JERUSALEM (Reuters) - Israel described on Monday as “appallingly impudent” comments by Sweden’s foreign minister that it interpreted as an attempt to link the Islamic State attacks in Paris to the plight of Palestinians under Israeli occupation.
Sweden’s ambassador to Israel was summoned to the Israeli Foreign Ministry to explain the remarks Foreign Minister Margot Wallstrom made on Saturday to Swedish state broadcaster SVT.
Asked if she was concerned about the radicalisation of young people in Sweden who are fighting for Islamic State, Wallstrom said: “Clearly we have a reason to be worried not only here in Sweden but around the world because there are so many who are being radicalised.
“Here again, you come back to situations like that in the Middle East where not least the Palestinians see that there isn’t any future (for them). (The Palestinians) either have to accept a desperate situation or resort to violence.”
Israel has been vocal in contending that Islamic State’s offensives in the Middle East, attacks on the West and radical religious doctrine are unrelated to the decades-old conflict with the Palestinians.
In a statement, Israeli Foreign Ministry spokesman Emmanuel Nahshon accused Wallstrom of having consistently shown anti-Israeli bias.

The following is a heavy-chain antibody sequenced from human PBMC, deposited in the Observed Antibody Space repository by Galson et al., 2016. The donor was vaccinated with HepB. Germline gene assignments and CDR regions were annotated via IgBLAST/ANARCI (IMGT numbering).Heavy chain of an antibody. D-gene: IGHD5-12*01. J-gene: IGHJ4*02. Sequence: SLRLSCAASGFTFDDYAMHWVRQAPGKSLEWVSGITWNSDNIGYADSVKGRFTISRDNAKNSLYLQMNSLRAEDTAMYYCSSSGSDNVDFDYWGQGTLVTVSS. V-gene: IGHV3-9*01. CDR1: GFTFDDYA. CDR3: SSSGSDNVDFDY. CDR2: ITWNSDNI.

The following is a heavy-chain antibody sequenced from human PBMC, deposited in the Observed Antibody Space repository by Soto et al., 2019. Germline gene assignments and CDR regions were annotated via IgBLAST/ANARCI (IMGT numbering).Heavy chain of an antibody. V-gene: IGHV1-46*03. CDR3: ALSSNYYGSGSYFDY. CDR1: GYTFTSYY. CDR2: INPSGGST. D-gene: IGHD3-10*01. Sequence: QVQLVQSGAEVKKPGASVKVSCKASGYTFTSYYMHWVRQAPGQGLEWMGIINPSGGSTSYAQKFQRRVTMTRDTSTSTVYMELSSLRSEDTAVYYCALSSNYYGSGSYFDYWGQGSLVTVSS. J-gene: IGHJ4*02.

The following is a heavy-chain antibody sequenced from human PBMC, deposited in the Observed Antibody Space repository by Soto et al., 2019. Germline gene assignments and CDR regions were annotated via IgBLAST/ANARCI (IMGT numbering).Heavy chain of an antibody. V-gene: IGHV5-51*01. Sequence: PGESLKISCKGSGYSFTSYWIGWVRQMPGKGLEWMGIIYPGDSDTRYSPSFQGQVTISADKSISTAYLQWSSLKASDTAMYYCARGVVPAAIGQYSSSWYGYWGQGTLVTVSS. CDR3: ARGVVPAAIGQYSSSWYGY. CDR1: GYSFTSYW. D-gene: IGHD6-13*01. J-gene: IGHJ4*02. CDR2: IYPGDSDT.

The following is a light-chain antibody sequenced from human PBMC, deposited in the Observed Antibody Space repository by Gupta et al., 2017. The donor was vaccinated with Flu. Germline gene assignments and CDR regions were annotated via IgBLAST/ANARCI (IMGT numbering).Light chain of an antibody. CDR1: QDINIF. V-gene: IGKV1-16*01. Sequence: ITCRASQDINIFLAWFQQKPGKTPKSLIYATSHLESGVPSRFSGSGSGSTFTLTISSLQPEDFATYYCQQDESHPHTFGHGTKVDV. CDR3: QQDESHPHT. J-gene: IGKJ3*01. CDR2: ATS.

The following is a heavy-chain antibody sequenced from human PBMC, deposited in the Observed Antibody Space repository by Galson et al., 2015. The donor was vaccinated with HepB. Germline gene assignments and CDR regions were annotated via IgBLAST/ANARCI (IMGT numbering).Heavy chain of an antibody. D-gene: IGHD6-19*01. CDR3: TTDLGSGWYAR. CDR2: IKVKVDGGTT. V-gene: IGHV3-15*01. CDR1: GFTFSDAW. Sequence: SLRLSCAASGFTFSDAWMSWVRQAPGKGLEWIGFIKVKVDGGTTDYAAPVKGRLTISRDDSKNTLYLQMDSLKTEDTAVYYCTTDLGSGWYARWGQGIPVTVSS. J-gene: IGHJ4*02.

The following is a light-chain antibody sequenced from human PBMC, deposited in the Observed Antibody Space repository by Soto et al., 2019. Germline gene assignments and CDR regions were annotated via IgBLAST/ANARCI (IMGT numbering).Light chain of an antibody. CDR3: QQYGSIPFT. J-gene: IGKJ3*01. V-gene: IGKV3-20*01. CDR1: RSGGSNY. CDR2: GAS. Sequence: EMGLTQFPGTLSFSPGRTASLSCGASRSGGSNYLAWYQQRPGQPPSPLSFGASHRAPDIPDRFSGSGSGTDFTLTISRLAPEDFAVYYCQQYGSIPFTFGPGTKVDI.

“The Swedish foreign minister’s statements are appallingly impudent,” Nahshon said. “(She) demonstrates genuine hostility when she points to a connection of any kind between the terror attacks in Paris and the complex situation between Israel and the Palestinians.”
A spokesman for Wallstrom said the foreign minister was not talking about the attacks in Paris when she commented on the Palestinians, and that the remarks came in another part of the interview that focused on factors leading to radicalisation.
Islamic State has claimed responsibility for the carnage on Friday in Paris that killed 129 people. The group said the attacks were in retaliation for French airstrikes in Iraq and Syria.
Reporting by Jeffrey Heller in Jerusalem and Daniel Dickson in Stockholm; Editing by Mark Trevelyan
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